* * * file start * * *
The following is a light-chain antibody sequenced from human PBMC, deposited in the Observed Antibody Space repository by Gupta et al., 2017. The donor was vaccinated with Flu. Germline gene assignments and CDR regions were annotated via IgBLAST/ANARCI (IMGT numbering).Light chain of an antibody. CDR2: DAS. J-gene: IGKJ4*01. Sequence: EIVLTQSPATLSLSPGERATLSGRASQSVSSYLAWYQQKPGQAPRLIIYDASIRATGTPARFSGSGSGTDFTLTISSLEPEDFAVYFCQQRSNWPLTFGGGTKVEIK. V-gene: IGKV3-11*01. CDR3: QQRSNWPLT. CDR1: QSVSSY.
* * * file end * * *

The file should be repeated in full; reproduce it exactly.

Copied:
The following is a light-chain antibody sequenced from human PBMC, deposited in the Observed Antibody Space repository by Gupta et al., 2017. The donor was vaccinated with Flu. Germline gene assignments and CDR regions were annotated via IgBLAST/ANARCI (IMGT numbering).Light chain of an antibody. CDR2: DAS. J-gene: IGKJ4*01. Sequence: EIVLTQSPATLSLSPGERATLSGRASQSVSSYLAWYQQKPGQAPRLIIYDASIRATGTPARFSGSGSGTDFTLTISSLEPEDFAVYFCQQRSNWPLTFGGGTKVEIK. V-gene: IGKV3-11*01. CDR3: QQRSNWPLT. CDR1: QSVSSY.